Bush urged to confront Putin in public on human rights

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Indy Politics

The US President George Bush cemented his softly-softly approach to his old friend Vladimir Putin yesterday, admitting he would not be tackling him on the state of Russian democracy or Chechnya at the G8 summit.

Mr Putin has been accused of rolling back democratic reforms and turning a blind eye to a brutal pro-Russian leader he supports in Chechnya. But Mr Bush disappointed human rights activists by saying he would only be discussing such issues in private with the Russian president.

His admission will be seen as a victory by a Kremlin that has made it clear it will not tolerate any public discussion of Russia's internal politics at the summit.

One official familiar with the Bush-Putin relationship, who declined to be named, said: "He [Bush] will tell Putin he has to raise it [democracy] for the sake of form and then they'll move on almost immediately like they always do." As a calculated sop to Russian human rights activists, Mr Bush held a long meeting with them at which he promised to convey their message to his Russian counterpart, albeit behind closed doors.

He heard activists tell him that they no longer lived in a free country and was handed photographs of Chechen children killed in a Russian missile attack which he took away with him.

Mr Bush appeared to lend his support to the jailed oligarch Mikhail Khodorkovsky, who is serving an eight-year jail term in a Siberian labour camp for tax fraud and embezzlement.

Many in the West believe Khodorkovsky was punished for his political opposition to the Kremlin. Mr Bush made a point of inviting a senior official in Mr Khodorkovsky's now defunct non-profit foundation to his meeting and in a symbolic gesture of support, the official, Irina Yasina, was seated next to the American president.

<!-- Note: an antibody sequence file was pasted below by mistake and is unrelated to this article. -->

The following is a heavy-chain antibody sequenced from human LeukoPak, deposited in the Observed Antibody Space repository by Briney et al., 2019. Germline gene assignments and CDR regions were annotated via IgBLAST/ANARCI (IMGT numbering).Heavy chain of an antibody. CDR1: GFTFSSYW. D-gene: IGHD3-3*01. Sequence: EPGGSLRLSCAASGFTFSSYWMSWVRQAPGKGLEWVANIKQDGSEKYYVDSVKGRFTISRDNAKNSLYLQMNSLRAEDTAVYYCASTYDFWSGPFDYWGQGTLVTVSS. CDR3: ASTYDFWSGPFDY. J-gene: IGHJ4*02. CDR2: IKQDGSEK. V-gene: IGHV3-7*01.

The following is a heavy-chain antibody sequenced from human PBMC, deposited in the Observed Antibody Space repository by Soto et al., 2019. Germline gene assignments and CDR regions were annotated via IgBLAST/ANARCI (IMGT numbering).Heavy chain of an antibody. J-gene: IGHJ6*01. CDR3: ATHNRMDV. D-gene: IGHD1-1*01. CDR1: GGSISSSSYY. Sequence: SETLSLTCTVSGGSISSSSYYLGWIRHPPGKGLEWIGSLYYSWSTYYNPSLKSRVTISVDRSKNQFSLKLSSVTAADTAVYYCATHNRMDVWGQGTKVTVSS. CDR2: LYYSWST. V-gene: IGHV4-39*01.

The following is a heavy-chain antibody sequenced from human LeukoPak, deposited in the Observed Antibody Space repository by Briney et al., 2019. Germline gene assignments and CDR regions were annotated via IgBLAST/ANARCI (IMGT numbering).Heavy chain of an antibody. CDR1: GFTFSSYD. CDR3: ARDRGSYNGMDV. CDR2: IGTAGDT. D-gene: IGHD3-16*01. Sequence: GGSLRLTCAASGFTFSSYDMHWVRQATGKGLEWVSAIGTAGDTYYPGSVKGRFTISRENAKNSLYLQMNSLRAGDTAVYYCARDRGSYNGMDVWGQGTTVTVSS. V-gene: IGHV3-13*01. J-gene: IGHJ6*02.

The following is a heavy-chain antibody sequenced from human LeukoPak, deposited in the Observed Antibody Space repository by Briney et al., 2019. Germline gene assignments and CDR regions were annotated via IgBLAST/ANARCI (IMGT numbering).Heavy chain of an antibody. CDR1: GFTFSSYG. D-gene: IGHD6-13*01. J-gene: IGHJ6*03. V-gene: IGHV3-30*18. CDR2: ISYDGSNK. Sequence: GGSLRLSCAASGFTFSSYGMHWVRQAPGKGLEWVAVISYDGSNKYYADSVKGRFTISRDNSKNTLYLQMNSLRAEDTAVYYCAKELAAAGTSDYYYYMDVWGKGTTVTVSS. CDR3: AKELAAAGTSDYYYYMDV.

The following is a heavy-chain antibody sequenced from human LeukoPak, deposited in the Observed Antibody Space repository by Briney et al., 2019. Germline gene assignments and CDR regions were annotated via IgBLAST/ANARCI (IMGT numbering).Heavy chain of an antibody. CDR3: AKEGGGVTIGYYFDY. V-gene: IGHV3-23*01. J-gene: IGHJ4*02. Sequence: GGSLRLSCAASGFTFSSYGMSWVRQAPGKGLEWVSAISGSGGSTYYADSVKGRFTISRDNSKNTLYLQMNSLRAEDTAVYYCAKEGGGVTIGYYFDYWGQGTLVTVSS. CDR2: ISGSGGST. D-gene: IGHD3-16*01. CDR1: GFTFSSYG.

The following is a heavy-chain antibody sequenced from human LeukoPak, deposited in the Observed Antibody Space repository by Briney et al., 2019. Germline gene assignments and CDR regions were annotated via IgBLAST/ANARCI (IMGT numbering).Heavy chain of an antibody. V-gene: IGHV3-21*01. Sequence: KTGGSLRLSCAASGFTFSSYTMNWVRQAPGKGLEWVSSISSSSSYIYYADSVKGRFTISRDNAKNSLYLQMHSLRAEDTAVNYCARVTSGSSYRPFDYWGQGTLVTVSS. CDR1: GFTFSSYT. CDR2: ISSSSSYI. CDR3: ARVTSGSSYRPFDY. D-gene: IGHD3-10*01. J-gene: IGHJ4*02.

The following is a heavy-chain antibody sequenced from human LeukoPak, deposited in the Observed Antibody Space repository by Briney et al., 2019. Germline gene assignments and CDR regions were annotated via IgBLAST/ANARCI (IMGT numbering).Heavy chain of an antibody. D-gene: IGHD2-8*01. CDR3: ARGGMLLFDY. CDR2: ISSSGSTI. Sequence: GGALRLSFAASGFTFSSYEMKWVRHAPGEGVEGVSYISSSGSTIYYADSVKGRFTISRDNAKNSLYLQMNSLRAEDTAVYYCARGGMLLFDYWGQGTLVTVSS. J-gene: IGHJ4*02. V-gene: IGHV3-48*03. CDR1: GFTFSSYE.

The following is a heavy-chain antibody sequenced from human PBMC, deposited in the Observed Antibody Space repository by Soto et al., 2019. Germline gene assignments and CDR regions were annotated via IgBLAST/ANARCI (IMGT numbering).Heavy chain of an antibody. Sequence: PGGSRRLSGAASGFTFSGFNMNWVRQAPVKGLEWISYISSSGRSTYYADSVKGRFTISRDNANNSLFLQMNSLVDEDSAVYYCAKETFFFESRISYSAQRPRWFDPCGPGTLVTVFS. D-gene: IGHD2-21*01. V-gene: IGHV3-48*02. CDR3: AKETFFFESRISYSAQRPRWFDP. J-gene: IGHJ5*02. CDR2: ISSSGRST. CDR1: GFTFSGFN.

Hours later it was all smiles as Mr Bush and his wife Laura were seen joking and making small talk with a relaxed-looking Mr Putin and his wife Ludmila on the balcony of the 18th century Konstantinovsky Palace, the summit venue. The couples were due to dine together last night and the two men to hold a one-to-one meeting this morning.

Tanya Lokshina, the head of the Russian rights think-tank Demos, was one of the activists who met Mr Bush and though she said she was glad of the opportunity she said she wished the US President would start holding Mr Putin to account publicly. "Mr Bush says it is more effective to criticise Putin privately but I think his position is deficient. It [closed doors criticism] has been going on for years and it doesn't work."

Ms Lokshina handed Mr Bush three photographs of five Chechen children killed by a Russian missile. "What is happening in Chechnya right now is really frightening," she said. "The situation is out of control. People are being tortured, abducted and there are extra-judicial killings."

"They [the Americans] cannot keep their eyes shut to human rights violations in Chechnya. By neglecting to speak out they become complicit."

Ironically those who attended the meeting said Mr Bush had criticised Europe for being soft on Russia arguing that it was too dependent on Moscow for energy and so had muted its criticism.

St Petersburg was locked down last night ahead of the arrival of the other G8 leaders today. Its airspace and waterways were closed for anything non-G8-related and surface-to-air missile batteries were placed around the summit venue.

The police were not taking any chances with anti-globalisation protestors whose leaders said more than 200 demonstrators had been arrested ahead of a planned protest march today.

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